Friday, August 13, 2010

Overcoming the Nausea of the First [Vomit] Draft

I have been sporadic with my writing as many can testify, but where procrastination ends the I-don’t-wanna syndrome takes place. However, this is not the fear of starting a new project. It is the more annoying nuance to why I am not writing as fast as I know I can. It has to do with the vomit draft and the writerly squeamishness that is attached to it.

As artsy people, writers’ minds are the habitat for dignified, breath-stopping concepts, tightly wrapped in integrity and emotions to keep the readers glued to the page. But we’re human; we err. Somewhere along the trip brain-to-fingertips our emotionally multi-hued heroine becomes a whiny, self-righteous mess [or Kesha, depending on just how inebriated the creative mind is before a session]. Our witty ‘oh snap’-inducing repartees degrade to an argument shared by pissed off six-graders and the narrator sounds as if we have enabled the Voice Recognition on MS Word and dictated everything, only to go ‘huh’ afterwards.

You have been through this and this is where I am currently am, trying to not edit everything I write cause my protagonist sounds like a melodramatic cardboard cut-out. This is the limbo called The Vomit Draft. You know what the story looks and feels like, but the result on the page/screen can be described as a distant relative at best. It poses the really deep question as to why aren’t we hooked to get it right the first time. I’m not even going to try and answer. It is the way it is and writers get screwed with drafting and editing, until we’re clinically insane.

BUT I am sidetracking again and using crass, inappropriate language. The deal is that if I let the vomit draft win, I will most certainly never complete my manuscript [by the way, this is a déjà vu, so don’t assume I was deflowered], because I would be caught in a circle. Write and then rewrite, while at the same time the vibe I shared with the story would sly away. It’s to try and redecorate, while the foundations are still being laid and the skillets all over the place.

So I started thinking what to do, which morphed into this blog post. Here are my strategies to get this vomit draft over with.

#1 It’s All About Getting It Done: This is a classic psychological trick guaranteed to work, if you possess the needed determination and mental fortitude. I do not, so I whisper this in the dark after a meltdown and a tub of ice cream [I need to be stereotypical]. After all, it is about getting it done and the looks do not matter. This is sage advice, handed over from author to author since time immemorial. With enough constant repetition it actually makes you blind to the suckiness and lets you concentrate on the story, which like all trophy wives needs constant attention. I pulled this one successfully, when I hit the middle of my last novel.

#2 Be Anal With What You Feel Is Wrong: While I write, I either pause for fifteen minutes on each sentence or I just write and go ‘oh’, ‘ah’, ‘this one’s a doozy’. It’s akin to driving over things and giving yourself advice in retrospect. This is definitely a new for me technique and involve rereading the written material, noting what needs to be changed and how during the re-writes. This is a good approach, because you gain the momentum and crank that draft at an accelerated speed. I also get the satisfaction of having a quick and clever mind that spots the mistakes from the get-go and these notes are definitely a lifeline during the edits. I’m sure that the Track Changes options in MS Word allow this to be a smooth sailing, but I am a dead tree defiler so I write the notes down.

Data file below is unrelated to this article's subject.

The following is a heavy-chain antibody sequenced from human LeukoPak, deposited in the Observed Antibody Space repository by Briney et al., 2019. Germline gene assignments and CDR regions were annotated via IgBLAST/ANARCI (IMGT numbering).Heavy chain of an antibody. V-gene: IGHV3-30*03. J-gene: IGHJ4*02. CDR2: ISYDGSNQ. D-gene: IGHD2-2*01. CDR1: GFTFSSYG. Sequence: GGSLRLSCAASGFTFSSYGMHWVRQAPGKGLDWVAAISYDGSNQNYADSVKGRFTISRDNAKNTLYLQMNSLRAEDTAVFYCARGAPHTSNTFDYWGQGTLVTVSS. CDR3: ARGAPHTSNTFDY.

# 3 Plan Before Battle I am not a great pantser. I feel confused right before starting and then I have issues with happens next, which coupled with the stalling nature of the Vomit Draft is a big obstacle for me personally, because after all we are individuals and problems vary. I’m quite fond of the chapter outlines. I write the opening, the dialogue schematics and the ending. These are the three needed components and the rest can be fleshed out. It makes the process a lot faster and the faster you conclude each writing session or the more you produce per one session gets you marginally closer to the ending.

# 4 Mhm, don’t look at the screen? Apart from the annoying MS Word grammar and spelling checkers that distract and cut up the writing flow into continuous trips to fix what sometimes the grammar checker gets wrong. Also not looking at the screen prevents you from seeing the ultimate carnage you are inflicting on your characters, the world and the stories. With that out of the immediate focus and you write and write and write and post-pone the horror for a lot later. Fun, no?

These are my few coping mechanisms with the great void between what’s inside my head and what my head actually gets done. Currently I am just doing a lot of # 4…

I am open to suggestions to get over this phase. Share how you wade through the early incarnations of your novels.

3 comments:

Charles Gramlich said...

I've actually tried turning off my monitor while writing the rough drafts, or writing in white on white so I can't see what I'm writing. Especially if it's a really difficult start, this can help. I suggested this is as a possiblity in Write With Fire.

T.S. Bazelli said...

One thing I can't do is read my previous writing before getting to the current day's writing. I just have to keep writing forward as fast as I can (to out type my internal editor).

Harry Markov said...

@ Charles: I didn't thought of going that extreme. For me it was enough to just focus on the keyboard and not even pay attention to the screen.

@ Tessa: I know. I did that and it was crippling. Ouch. I was very, very horrified. I imagine that with you it's more difficult cause you are an editor in general.